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Native Pollinator Nesting Station, Mason Bees | by born1945
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Native Pollinator Nesting Station, Mason Bees

Being developed in the uplands of Jackson Bottom Wetlands Preserve is a pollinator garden. That means lots of flowering plants, and pollinators.

 

The pictured "house" is for Mason Bees, a semi-domesticated, native bee that lives to pollinate. They are a very small bee, about the size of a small fly. They lay their eggs in the holes you can see in the blocks. The female eggs are laid first followed by male eggs, with about 7 or so eggs per "tube." In the spring as the temperatures warm, the males develop in to flying bees and come out of the tubes, waiting for the females to come out. They mate and the males no longer have a use. The females pollinate flowers and lay eggs. They don't make any honey. The tubes are sealed and wait for the next year.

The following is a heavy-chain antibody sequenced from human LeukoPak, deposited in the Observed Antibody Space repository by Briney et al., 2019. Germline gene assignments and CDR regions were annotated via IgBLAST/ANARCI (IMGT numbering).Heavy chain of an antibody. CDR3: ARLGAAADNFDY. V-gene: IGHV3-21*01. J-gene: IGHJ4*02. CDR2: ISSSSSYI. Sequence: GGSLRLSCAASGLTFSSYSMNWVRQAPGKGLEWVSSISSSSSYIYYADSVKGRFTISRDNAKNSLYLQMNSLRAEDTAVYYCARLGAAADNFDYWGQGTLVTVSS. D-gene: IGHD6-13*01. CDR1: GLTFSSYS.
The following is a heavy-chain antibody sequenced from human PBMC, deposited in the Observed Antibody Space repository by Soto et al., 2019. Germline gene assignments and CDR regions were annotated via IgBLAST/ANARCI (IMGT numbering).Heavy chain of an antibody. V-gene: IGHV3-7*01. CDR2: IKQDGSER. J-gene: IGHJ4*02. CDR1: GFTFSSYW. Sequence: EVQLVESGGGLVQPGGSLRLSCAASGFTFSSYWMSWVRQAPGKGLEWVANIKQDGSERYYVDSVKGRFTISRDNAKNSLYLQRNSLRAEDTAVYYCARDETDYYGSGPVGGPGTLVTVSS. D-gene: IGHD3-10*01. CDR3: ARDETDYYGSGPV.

Orchard operators will either raise their own bees or buy them from a supplier each year. The bees are very efficient pollinators.

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Taken on May 29, 2014